This piece was co-written by Mathew Lippincott.

The Public Laboratory for Open Technology and Science community is a massive petri dish for low-cost science tools. Our balloon-mapping tool is in its mature phase having evolved out of the agar during the 2010 Deepwater Horizon oil spill. This success was due in large part to the feedback provided by the community of tool users and consumers of tool data and their revisions to the tool. As we’ve broadened our development, we’ve asked, how can this success be replicated with other low-cost science tools still in the petri dish?

Rather than looking at specific breakthroughs in the balloon success story, we must examine why the agar in the petri dish was perfect for cultivating such a tool. What environmental conditions existed that pushed rapid development? Four clear features come to mind.

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Public Lab’s balloon-mapping tool captures aerial imagery of spill-affected sites.

Key to Rapid Development

  1. An urgent need for the tool emerged: The public was hungry for images, and the government had implemented a restriction on flights below 3,000 feet, preventing image acquisition.
  2. The right tool developers were talking to users in the field: We had first-rate programming assistance and an online community of map lovers to tackle problems as they arose. As an example, the need for easier image sorting, as articulated by users in the field, led to Mapmill.org.
  3. Advanced consumer technology was easy to leverage: The low-tech balloon, wedded to cheap, ubiquitous digital cameras produced excellent high-resolution imagery, and the balloon is free of burdensome use restrictions when compared with drones or manned aircraft.
  4. The data is accessible to a broad audience: Real-space photography is interpretable without substantial scientific training.

The urgent need for the tool is the most important factor — we aim to answer questions in communities that have environmental health threats. Without a use case, a tool is not a tool, it’s merely a tech demo— like a web-enabled toaster. The tool must produce data that answers a compelling question. In order to answer a community’s question, the answer, and therefore the form of the data, must share a few features.

how to answer a community’s question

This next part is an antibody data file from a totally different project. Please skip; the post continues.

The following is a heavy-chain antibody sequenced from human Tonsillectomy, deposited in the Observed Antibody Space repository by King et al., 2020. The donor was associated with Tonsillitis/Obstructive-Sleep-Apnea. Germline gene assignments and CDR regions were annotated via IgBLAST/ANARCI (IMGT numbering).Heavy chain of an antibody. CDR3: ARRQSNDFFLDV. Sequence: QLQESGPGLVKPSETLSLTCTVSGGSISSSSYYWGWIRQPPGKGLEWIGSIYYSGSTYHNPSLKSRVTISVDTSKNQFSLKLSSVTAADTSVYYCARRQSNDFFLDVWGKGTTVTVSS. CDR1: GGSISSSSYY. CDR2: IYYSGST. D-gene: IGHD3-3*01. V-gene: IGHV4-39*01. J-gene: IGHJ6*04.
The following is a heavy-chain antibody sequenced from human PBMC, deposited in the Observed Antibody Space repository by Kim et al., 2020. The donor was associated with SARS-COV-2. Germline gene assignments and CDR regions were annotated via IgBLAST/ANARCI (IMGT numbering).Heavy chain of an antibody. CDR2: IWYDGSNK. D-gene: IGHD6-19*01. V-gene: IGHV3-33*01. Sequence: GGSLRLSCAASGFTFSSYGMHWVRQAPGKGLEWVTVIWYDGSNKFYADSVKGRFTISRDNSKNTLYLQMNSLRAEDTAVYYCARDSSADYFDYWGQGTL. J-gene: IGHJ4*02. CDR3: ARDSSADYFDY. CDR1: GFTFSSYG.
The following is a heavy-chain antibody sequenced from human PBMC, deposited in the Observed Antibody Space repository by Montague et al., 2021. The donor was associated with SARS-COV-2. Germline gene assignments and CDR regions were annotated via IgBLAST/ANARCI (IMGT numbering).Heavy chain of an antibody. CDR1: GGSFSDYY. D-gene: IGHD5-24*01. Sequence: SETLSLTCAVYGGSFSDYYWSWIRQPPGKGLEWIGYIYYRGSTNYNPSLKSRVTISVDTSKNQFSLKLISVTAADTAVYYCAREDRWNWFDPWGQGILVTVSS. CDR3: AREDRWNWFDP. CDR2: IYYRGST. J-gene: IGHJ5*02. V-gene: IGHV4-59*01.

Clear data by design: Ideally, no one should have to ask, “What does this mean?” Realistically, asking the question, “What does this mean?” shouldn’t be intimidating. Where possible, data should contextualized in real space — either captured as visual imagery or projected within real space during data acquisition. New information is more legible when couched amid a familiar situation; capturing and preserving the context of data collection should be an integral aspect of the tool and its workflow. Acronyms, jargon, and disassociated quantitative data should be minimized.

Allow users to be tool designers: Those who need data should collect it, and those who use the collection tools should be able to design them. Open source is central, but accessibility of the design process plays out in a variety of material choices — in our balloon kit, we prefer a rubber band over the camera’s shutter to re-programming the camera. Rubber bands aren’t intimidating, and don’t have an off-putting aura of expertise around them. Everyone suggests newer, better rubber band techniques.

Build data authority through engaging stakeholders: Authority is granted by people, not by any specific technical process. Data standards should conform to the necessary end use — if those who need to handle data accept it, it’s authoritative. If needed in court, then follow appropriate chain-of-custody requirements by engaging lawyers. If needed to compete with industrial data, engage industry professionals in how to meet their standards.

As our tool development process moves forward, the principles outlined here may change shape or be re-prioritized. But the core principle of progress with purpose will remain. A motivated community can make rapid progress, and if the environmental conditions are met, success is inevitable.

Update: This post stated the incorrect altitude for a government-implemented flight restriction. The correct number is below 3,000 feet.

Mathew Lippincott lives in Portland, Ore., where he works on design issues in sanitation through the Cloacina Project, is faculty at the Pacific Northwest College of Art, and designs civic science tools as a founding member of the Public Laboratory for Open Technology and Science.

Adam Griffith, a 2011 Knight News Challenge winner, is a co-founder of the Public Laboratory for Open Technology and Science and serves as their director of Science and Coastal Environments. He received a B.S. in Biology from Roanoke College in 1999 and was subsequently accepted to Teach for America. He taught 6th grade science in the Houston Independent School District in Texas for three years before becoming a kayak instructor and head raft guide for the Nantahala Outdoor Center. He received his M.S. in Biology in 2008 studying the native bamboo Arundinaria gigantea (rivercane) and continues to work with the Eastern Band of Cherokee Indians and community members in Western N.C. as coordinator of the Rivercane Restoration Project. Adam is currently a coastal research scientist in the Program for the Study of Developed Shorelines at Western Carolina University and is based in Asheville, N.C.